Last week, Elon Musk launched — then promptly suspended — Twitter Blue, a service that allowed people to pay $7.99 a month for a coveted blue check mark indicating that their account had been verified. The only problem was the company wasn’t accurately verifying the people behind the accounts or ensuring that verified accounts hadn’t changed their names. It led to a wave of accounts pretending to be everyone from Musk to LeBron James to major corporations.
Many people appeared to be creating obviously fake accounts to make fun of Musk and make a point about why Twitter Blue’s new system wouldn’t work. But the schadenfreude over Musk’s mismanagement must not ignore how impersonations inevitably spiral out of control and become dangerous.
The schadenfreude over Musk’s mismanagement must not ignore how impersonations inevitably spiral out of control and become dangerous.
With Musk at the helm of the social media platform, it’s certainly possible for the subscription-based Twitter Blue to come back just as flawed. After all, before this disaster, he rolled out a gray “official” verification check mark intended to make well-known accounts easier to identify in the sea of blue checks, then “killed it“ hours later only to reinstate it for some accounts.
Given Musk’s flip-flopping nature so far, it’s safe to assume that the dangers that can come from verified spoof accounts on Twitter are still present. This is particularly pressing when we consider that people around the world impersonate ordinary Americans to try to influence our politics. For example, during the 2017 Women’s March in Washington against Donald Trump, Russian trolls created fake accounts pretending to be American women to suggest that there was a lot of discord among feminists, to weaken the movement.
Misinformation is also everywhere, and bad actors are sophisticated at crafting it to make it seem authentic and help it go viral. Easy access to verification certainly helps with that goal. A 2018 study found that fake news spread faster than accurate reporting on Twitter from 2006 to 2017 — especially about political topics. The reason is that fake news is designed to seem new and elicit strong emotional reactions.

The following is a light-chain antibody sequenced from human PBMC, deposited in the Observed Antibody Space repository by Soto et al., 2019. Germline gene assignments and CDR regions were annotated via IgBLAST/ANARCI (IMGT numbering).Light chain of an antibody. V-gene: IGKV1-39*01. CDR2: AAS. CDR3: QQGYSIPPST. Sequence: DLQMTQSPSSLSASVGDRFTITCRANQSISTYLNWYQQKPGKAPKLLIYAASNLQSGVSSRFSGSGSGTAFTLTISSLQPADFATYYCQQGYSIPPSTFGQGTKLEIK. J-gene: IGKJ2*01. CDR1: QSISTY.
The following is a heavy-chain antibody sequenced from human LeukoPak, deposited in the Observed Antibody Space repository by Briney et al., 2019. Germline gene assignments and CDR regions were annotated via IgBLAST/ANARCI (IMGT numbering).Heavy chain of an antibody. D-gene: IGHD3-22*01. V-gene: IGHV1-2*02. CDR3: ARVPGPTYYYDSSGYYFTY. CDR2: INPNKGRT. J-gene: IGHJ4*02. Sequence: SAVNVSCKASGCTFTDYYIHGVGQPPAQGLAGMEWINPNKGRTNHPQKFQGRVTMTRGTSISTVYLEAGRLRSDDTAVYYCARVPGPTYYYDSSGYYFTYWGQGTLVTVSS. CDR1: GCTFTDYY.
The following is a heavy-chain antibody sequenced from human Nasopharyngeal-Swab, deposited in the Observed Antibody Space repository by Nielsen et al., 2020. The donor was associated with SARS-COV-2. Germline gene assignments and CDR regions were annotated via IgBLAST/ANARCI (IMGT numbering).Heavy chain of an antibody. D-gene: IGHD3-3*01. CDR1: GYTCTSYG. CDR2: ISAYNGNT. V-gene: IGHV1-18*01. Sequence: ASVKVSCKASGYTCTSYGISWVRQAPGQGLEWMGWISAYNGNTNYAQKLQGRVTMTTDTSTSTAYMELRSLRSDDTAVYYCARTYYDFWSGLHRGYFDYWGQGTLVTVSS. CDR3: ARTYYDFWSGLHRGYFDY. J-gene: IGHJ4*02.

As users, we need clear signals from social networks about what accounts and posts are legitimate.
But, since Musk began leading Twitter on Oct. 27, the opposite seems to have been happening. Not only have many verified accounts impersonated other people, but disinformation may be worsening. Musk himself shared political misinformation before it was subsequently deleted. Researchers at Tufts University found that, in discussions about election fraud, civil war, pedophilia and citizen policing of voting on Twitter, the reactions to misinformation were “an order of magnitude greater” before Musk bought the platform, meaning people are pushing back less against misinformation now.
In the past, the blue check mark served as a signal to people that the content they were reading was really from, for example, the politician the account purported to be. But that changed once Musk implemented his ill-fated plans for Twitter Blue (see what happened when The Washington Post successfully set up an account pretending to be Sen. Ed Markey, D-Mass.).